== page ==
On the surface, the household was a bit unusual - two adults and nine children crammed into a 1,500-square-foot, 30-year-old three-bedroom home in rural Turner. Inside the home, Robyn and Graydon Drown led a family life few knew of or even could conceive. Graydon Drown, 49, and Robyn Drown, 42, will spend at least 20 years in prison for abusing and neglecting nine of their children. Seven children testified during a five-day trial that they were beaten regularly, beginning when they were very young. As each child grew, so did the weapon of beating - starting with spoons or paddles and increasing in severity. The children never went to school or saw a doctor or a dentist, aside from when the boys were taken to a doctor to be circumcised after they were born. Their father, professing to be Jewish, took the family to attend Temple Beth Sholom in South Salem, where the children experienced their interaction with the outside world. Two of the older sons disclosed the abuse to Salem Rabbi Avrohom Perlstein, who notified authorities, as well as a leader at the temple, Les Gutfreund. "Something was off," Perlstein said during his testimony. He said he'd often ask his wife after spending time with the family if she noticed anything amiss, because "they seemed so normal." In June, the injuries observed on the children were described in a report by Marion County Sheriff's Detective Martin Bennett: "below the ear, red in color and swollen, about the size of a person's hand." 'Something out of a horror story'
The list of weapons used to beat the children was repeated continually during trial: 2-by-4 boards, metal pipes, plastic pipes, plastic spoons and whips. A heavy, three-foot-long metal pipe and a fiberglass segment of a tent pole - long, thin and with a knotted elastic cord dangling from one end - was shown to the jury as evidence.
Sometimes, the children said, the beatings would revolve around the moods of their parents.
In her opening statement to the jury, Marion County prosecutor Sarah Morris described the children's home life as "something out of a horror story."
For a time, the family lived in a converted attic space of a rural home in Mill City. At one point, the family camped out in the Santiam Canyon for a winter, living in an SUV and tents.
One of the sons' vision was badly damaged because his nearsightedness was left uncorrected - his father maintained that God would cure his eyesight and refused to allow the son to wear glasses, the boy testified.
Illnesses seemed to be treated by home remedies: one child suffered from multiple strep throat infections and was forced to drink hot pepper sauce. A foster parent wrote to the judge that the child will require surgery because the infections developed into a chronic illness.
When the children first were sent to foster care, most of them needed dental work; some needed teeth re-capped or root canals.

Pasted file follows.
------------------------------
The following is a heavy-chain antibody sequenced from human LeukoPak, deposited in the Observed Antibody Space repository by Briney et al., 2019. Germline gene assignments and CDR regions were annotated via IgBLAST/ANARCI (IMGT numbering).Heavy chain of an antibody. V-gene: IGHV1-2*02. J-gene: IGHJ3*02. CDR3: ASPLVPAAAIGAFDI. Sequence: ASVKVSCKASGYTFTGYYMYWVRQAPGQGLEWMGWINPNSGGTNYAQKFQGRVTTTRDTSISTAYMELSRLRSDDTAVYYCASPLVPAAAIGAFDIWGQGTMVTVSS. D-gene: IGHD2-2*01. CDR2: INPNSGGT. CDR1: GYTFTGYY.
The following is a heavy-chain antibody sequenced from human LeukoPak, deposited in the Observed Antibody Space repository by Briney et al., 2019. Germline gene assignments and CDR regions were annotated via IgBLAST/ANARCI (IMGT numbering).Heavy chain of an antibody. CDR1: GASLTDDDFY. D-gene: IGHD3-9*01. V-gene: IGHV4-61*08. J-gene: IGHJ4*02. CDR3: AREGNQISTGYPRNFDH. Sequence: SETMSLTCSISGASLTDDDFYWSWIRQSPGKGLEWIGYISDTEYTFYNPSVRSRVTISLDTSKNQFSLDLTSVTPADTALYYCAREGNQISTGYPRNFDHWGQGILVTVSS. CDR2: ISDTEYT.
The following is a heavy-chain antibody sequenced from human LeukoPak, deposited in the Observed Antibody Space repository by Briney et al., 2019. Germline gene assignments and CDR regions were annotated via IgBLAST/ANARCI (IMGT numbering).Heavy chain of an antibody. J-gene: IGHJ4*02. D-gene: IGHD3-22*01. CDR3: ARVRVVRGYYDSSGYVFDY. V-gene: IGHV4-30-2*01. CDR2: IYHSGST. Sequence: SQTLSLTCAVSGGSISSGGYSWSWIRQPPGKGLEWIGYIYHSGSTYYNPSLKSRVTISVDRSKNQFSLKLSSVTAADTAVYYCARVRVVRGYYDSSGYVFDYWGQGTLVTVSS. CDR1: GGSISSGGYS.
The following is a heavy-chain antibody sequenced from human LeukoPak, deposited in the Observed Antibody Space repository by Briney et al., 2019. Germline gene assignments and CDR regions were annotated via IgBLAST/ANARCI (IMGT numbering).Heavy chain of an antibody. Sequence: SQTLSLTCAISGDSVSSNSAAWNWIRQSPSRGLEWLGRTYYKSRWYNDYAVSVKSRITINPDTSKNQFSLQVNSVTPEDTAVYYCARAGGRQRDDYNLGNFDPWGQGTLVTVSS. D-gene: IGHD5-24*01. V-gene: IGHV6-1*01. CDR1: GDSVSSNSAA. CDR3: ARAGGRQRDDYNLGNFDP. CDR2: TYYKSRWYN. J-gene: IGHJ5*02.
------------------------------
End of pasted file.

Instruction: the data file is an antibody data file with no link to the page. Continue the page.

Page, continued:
Robyn Drown said she would care for her children's toothaches with home remedies such as a water or cold compresses. Robyn Drown said she home-schooled the children, but had to stop teaching about a year ago when her husband lost his driver's license and she had to drive him to work sites.
A foster parent said in court that some of the children did not seem to know the days of the week, calendar months or how to tell time. The children also did not seem to recognize the difference between a Torah and a Bible, despite the father's professed Judaism.
Robyn and Graydon Drown were raised in Alaska, about 100 miles apart. Both of their families attended the Worldwide Church of God, a fundamentalist sect dictated by oversight from church elders and stringent moral codes.
When Graydon Drown moved to Anchorage, Alaska, as a young man, it was closer to Robyn Drown's family, and they began dating.
Later, while he was studying at Ambassador College, the church's college in Texas, Graydon Drown wrote a letter to Robyn and told her that God ordained her to be his wife, just as Rebecca became Isaac's wife in the Bible.
Robyn Drown's parents, Roger and Sandra Lewis, described to the jury how their daughter increasingly was under the control of her husband. The Lewises spoke of times when Robyn left Graydon to seek shelter with them, but eventually returned.
In 1990, the Drowns' three oldest children, who were 4 years, 21 months and 7 months old at the time, were removed from their parents' care amid allegations of abuse.
The oldest daughter recently described being spanked numerous times for the infraction of holding her aunt's hand without permission during a walk, court records show.
According to a 1991 California appellate case that was filed on behalf of child-welfare officials, a psychiatric evaluation of Graydon Drown was done at that time. The report described Graydon Drown as adamant that he would continue to discipline his children in accordance with a religious treatise, which called for punishment immediately upon disobedience to the point of pain, but not bruising.
"The doctor found the prognosis grim, with the potential for abuse and cruelty to the children," the report said.